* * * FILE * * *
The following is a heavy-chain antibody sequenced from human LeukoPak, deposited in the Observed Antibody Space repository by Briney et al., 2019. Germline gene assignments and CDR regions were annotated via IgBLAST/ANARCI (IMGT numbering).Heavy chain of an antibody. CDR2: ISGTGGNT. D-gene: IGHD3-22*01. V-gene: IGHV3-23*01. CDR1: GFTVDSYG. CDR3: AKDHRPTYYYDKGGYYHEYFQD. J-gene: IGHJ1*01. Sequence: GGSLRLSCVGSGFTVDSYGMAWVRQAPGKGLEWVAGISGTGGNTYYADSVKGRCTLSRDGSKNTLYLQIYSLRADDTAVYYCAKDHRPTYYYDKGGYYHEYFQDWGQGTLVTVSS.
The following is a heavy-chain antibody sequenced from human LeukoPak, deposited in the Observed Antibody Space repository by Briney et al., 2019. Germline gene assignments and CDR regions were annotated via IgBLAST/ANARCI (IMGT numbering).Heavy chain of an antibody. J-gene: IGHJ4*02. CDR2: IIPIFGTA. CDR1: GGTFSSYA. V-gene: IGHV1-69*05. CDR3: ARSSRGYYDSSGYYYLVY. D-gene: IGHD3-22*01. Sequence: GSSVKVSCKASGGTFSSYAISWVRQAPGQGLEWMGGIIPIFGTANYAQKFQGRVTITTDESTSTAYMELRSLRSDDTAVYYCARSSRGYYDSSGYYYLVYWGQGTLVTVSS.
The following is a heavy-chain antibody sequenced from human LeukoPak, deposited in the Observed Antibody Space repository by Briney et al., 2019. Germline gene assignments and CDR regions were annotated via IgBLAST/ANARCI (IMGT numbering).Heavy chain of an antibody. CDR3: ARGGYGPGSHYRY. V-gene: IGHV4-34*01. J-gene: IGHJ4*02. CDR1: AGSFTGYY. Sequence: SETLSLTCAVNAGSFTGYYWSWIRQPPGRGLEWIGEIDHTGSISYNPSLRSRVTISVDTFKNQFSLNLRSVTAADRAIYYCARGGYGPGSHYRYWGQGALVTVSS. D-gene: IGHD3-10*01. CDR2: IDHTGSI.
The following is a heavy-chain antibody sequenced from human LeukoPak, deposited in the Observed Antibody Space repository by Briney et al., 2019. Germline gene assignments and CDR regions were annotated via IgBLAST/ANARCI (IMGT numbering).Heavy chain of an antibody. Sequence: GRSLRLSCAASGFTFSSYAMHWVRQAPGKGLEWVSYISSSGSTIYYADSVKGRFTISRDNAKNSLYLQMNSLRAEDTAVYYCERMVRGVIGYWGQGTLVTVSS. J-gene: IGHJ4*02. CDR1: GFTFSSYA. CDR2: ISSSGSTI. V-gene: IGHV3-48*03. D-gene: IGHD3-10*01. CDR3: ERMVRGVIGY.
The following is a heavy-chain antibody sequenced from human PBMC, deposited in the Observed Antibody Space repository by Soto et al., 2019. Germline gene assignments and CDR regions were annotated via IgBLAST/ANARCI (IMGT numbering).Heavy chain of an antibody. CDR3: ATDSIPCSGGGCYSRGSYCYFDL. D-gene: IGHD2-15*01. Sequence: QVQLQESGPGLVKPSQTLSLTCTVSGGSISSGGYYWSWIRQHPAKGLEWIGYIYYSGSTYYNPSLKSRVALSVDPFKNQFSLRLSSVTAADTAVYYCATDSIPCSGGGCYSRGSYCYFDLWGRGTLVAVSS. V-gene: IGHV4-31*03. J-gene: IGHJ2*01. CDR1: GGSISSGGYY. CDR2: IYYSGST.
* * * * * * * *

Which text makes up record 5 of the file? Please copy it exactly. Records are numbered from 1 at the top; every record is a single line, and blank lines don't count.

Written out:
The following is a heavy-chain antibody sequenced from human PBMC, deposited in the Observed Antibody Space repository by Soto et al., 2019. Germline gene assignments and CDR regions were annotated via IgBLAST/ANARCI (IMGT numbering).Heavy chain of an antibody. CDR3: ATDSIPCSGGGCYSRGSYCYFDL. D-gene: IGHD2-15*01. Sequence: QVQLQESGPGLVKPSQTLSLTCTVSGGSISSGGYYWSWIRQHPAKGLEWIGYIYYSGSTYYNPSLKSRVALSVDPFKNQFSLRLSSVTAADTAVYYCATDSIPCSGGGCYSRGSYCYFDLWGRGTLVAVSS. V-gene: IGHV4-31*03. J-gene: IGHJ2*01. CDR1: GGSISSGGYY. CDR2: IYYSGST.